Law on Foreign Investment

The new Law on Foreign Investment clarifies and improves a number of the definitions used in the previous law. For example, Article 3 expands the definition of "foreign investment" to include re-investment of Uzbek source income as foreign investment, and Article 4 broadens the definition of a "foreign investor" to include "administrative or state bodies of foreign states". The new law also eliminates the ambiguity inherent in the prior law concerning which entities can be considered "foreign legal entities" by using the more inclusive phrase "legal entities, any other partnerships, organizations or associations established and acting in accordance with the legislative acts of foreign states."

In addition, Article 5 elaborates on what types of intellectual property rights may be contributed by foreign investors, including "copyrights, patents, trademarks, models, industrial designs, trade names and knowledge, as well as business reputation (goodwill)." Given the current $150,000 charter fund requirement for an entity to qualify as an "enterprise with foreign investment," this broad definition of intellectual property will be welcome to those investors who wish to contribute such items as part of the entity's charter fund.

Some of the more notable substantive provisions of the new law include the relaxation of rules regarding investment insurance. The prior law allowed investments in Uzbekistan to be insured only by either the National Insurance Company of the Republic of Uzbekistan or joint insurance companies with participation of foreign insurance organizations. Article 16 of the new law permits the foreign investments to be insured by "international organizations, foreign state export credit agencies, and other insurance companies".

In addition, for an "enterprise with foreign investment, "the new law has removed the prohibition in the former law against granting a security in the enterprise's right to own and use land and other natural resources. In addition, the new law expressly states that all property and property rights owned by a foreign investor, regardless of location, may be used as a security for obligations.

Article 22 contains a dramatic improvement on the former law by ensuring that in the event of any inconsistency between the Law on Investment and any other legislation or any international agreements to which the Republic of Uzbekistan is a party, the provisions more favorable to the foreign investor shall apply. The former law provided only that in the event of a conflict between the law and any international agreement, the terms of the international agreement would apply.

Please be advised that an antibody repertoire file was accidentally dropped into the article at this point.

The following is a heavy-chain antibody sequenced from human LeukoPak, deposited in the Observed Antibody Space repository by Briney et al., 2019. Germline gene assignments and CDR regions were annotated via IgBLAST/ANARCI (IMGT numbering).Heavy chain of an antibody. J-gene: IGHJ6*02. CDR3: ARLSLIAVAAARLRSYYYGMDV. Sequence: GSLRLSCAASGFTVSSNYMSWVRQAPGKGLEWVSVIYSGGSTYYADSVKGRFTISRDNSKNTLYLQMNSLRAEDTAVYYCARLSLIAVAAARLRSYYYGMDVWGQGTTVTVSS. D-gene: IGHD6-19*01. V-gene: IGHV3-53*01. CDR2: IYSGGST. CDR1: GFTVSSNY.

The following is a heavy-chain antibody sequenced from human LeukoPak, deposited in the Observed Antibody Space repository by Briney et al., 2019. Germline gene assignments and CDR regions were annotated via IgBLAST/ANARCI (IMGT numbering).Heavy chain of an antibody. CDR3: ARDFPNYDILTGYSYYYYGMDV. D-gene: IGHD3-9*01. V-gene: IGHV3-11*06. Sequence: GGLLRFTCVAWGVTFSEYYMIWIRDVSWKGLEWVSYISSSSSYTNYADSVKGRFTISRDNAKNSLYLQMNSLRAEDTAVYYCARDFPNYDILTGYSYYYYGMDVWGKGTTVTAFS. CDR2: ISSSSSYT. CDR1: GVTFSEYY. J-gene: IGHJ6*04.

Law on Guarantees and Measures to Protect Foreign Investors' Rights

Although it largely restates the provisions of the former law, the new Law on Guarantees makes a number of substantive improvements as well. As under the previous law, a foreign investor's rights are stabilized for 10 years, but the investor may now, at its own discretion, apply those provisions of any new legislation which may improve the conditions of investment. In addition, the stabilization provisions are extended expressly to protect the foreign investor from the adverse effects of legislation as implemented, not just as written. Article 9 guarantees the foreign investor free access to legislative and departmental regulatory acts affecting it.

The new law also states that any required requisition must be minimized to that amount required to achieve the necessary result, that it must be carried out on a nondiscriminatory basis and that the foreign investor may appeal in court or through arbitration the factors surrounding the requisition (its purpose, amount, valuation and procedures).

Finally, in an effort to clarify the arbitration provisions of the previous law, Article 10 of the Law on Guarantees provides that international arbitration may be chosen by agreement of the parties as the exclusive means of dispute resolution pursuant to the rules and procedures of international agreements to which the Republic of Uzbekistan is a signatory. Uzbekistan has acceded to the ICSID Convention and UNCITRAL. In a notable change from the former law, disputes unrelated to the investment may be consigned to international arbitration upon the agreement of the disputing parties.

The new laws do offer some important protections to the foreign investor and should be seen as a significant step forward. The new Law on Foreign Investment and Law on Guarantees make significant efforts to address the concerns of foreign investors in the Republic of Uzbekistan and go a long way toward clarifying ambiguities contained in the former law.


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